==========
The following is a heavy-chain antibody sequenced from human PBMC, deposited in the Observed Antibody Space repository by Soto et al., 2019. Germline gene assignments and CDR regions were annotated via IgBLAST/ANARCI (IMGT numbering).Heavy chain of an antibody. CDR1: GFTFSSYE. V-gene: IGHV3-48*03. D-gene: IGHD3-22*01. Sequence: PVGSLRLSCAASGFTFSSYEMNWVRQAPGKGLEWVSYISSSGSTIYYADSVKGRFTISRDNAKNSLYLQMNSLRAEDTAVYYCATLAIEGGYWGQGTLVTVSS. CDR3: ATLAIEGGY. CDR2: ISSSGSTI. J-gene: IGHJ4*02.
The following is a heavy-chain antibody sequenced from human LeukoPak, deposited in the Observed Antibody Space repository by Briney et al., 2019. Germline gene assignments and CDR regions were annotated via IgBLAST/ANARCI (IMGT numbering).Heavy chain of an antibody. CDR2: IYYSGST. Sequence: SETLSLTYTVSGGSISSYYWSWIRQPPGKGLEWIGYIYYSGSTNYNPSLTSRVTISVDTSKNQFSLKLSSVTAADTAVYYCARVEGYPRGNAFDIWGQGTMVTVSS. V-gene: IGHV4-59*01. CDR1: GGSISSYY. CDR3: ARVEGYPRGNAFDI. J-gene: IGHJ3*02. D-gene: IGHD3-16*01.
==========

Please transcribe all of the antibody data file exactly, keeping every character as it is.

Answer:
The following is a heavy-chain antibody sequenced from human PBMC, deposited in the Observed Antibody Space repository by Soto et al., 2019. Germline gene assignments and CDR regions were annotated via IgBLAST/ANARCI (IMGT numbering).Heavy chain of an antibody. CDR1: GFTFSSYE. V-gene: IGHV3-48*03. D-gene: IGHD3-22*01. Sequence: PVGSLRLSCAASGFTFSSYEMNWVRQAPGKGLEWVSYISSSGSTIYYADSVKGRFTISRDNAKNSLYLQMNSLRAEDTAVYYCATLAIEGGYWGQGTLVTVSS. CDR3: ATLAIEGGY. CDR2: ISSSGSTI. J-gene: IGHJ4*02.
The following is a heavy-chain antibody sequenced from human LeukoPak, deposited in the Observed Antibody Space repository by Briney et al., 2019. Germline gene assignments and CDR regions were annotated via IgBLAST/ANARCI (IMGT numbering).Heavy chain of an antibody. CDR2: IYYSGST. Sequence: SETLSLTYTVSGGSISSYYWSWIRQPPGKGLEWIGYIYYSGSTNYNPSLTSRVTISVDTSKNQFSLKLSSVTAADTAVYYCARVEGYPRGNAFDIWGQGTMVTVSS. V-gene: IGHV4-59*01. CDR1: GGSISSYY. CDR3: ARVEGYPRGNAFDI. J-gene: IGHJ3*02. D-gene: IGHD3-16*01.